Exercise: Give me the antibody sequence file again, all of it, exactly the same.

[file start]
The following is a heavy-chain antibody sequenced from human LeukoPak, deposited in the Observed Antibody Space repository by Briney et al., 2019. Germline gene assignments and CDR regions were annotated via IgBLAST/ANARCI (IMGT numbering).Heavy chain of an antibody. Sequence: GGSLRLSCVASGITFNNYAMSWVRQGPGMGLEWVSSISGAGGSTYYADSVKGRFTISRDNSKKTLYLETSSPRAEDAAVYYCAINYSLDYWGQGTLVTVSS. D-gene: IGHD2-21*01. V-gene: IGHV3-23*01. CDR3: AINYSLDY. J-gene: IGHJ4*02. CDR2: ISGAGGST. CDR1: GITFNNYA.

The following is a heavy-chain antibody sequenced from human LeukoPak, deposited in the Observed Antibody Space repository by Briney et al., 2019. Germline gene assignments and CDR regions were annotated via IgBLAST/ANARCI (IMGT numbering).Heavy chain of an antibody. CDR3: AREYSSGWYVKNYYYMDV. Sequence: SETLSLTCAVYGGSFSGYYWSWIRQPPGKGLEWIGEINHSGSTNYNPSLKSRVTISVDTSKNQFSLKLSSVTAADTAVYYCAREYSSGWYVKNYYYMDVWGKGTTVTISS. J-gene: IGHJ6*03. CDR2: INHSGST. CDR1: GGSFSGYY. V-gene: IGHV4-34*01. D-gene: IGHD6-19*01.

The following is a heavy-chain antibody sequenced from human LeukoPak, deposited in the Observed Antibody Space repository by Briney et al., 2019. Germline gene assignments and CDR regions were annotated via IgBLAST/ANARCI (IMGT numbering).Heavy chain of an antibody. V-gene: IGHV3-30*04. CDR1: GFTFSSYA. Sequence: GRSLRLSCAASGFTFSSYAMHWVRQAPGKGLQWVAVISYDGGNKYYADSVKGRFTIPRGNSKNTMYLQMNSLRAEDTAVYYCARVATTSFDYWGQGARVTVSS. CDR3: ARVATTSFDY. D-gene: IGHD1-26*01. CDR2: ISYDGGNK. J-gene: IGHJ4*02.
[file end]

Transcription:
The following is a heavy-chain antibody sequenced from human LeukoPak, deposited in the Observed Antibody Space repository by Briney et al., 2019. Germline gene assignments and CDR regions were annotated via IgBLAST/ANARCI (IMGT numbering).Heavy chain of an antibody. Sequence: GGSLRLSCVASGITFNNYAMSWVRQGPGMGLEWVSSISGAGGSTYYADSVKGRFTISRDNSKKTLYLETSSPRAEDAAVYYCAINYSLDYWGQGTLVTVSS. D-gene: IGHD2-21*01. V-gene: IGHV3-23*01. CDR3: AINYSLDY. J-gene: IGHJ4*02. CDR2: ISGAGGST. CDR1: GITFNNYA.

The following is a heavy-chain antibody sequenced from human LeukoPak, deposited in the Observed Antibody Space repository by Briney et al., 2019. Germline gene assignments and CDR regions were annotated via IgBLAST/ANARCI (IMGT numbering).Heavy chain of an antibody. CDR3: AREYSSGWYVKNYYYMDV. Sequence: SETLSLTCAVYGGSFSGYYWSWIRQPPGKGLEWIGEINHSGSTNYNPSLKSRVTISVDTSKNQFSLKLSSVTAADTAVYYCAREYSSGWYVKNYYYMDVWGKGTTVTISS. J-gene: IGHJ6*03. CDR2: INHSGST. CDR1: GGSFSGYY. V-gene: IGHV4-34*01. D-gene: IGHD6-19*01.

The following is a heavy-chain antibody sequenced from human LeukoPak, deposited in the Observed Antibody Space repository by Briney et al., 2019. Germline gene assignments and CDR regions were annotated via IgBLAST/ANARCI (IMGT numbering).Heavy chain of an antibody. V-gene: IGHV3-30*04. CDR1: GFTFSSYA. Sequence: GRSLRLSCAASGFTFSSYAMHWVRQAPGKGLQWVAVISYDGGNKYYADSVKGRFTIPRGNSKNTMYLQMNSLRAEDTAVYYCARVATTSFDYWGQGARVTVSS. CDR3: ARVATTSFDY. D-gene: IGHD1-26*01. CDR2: ISYDGGNK. J-gene: IGHJ4*02.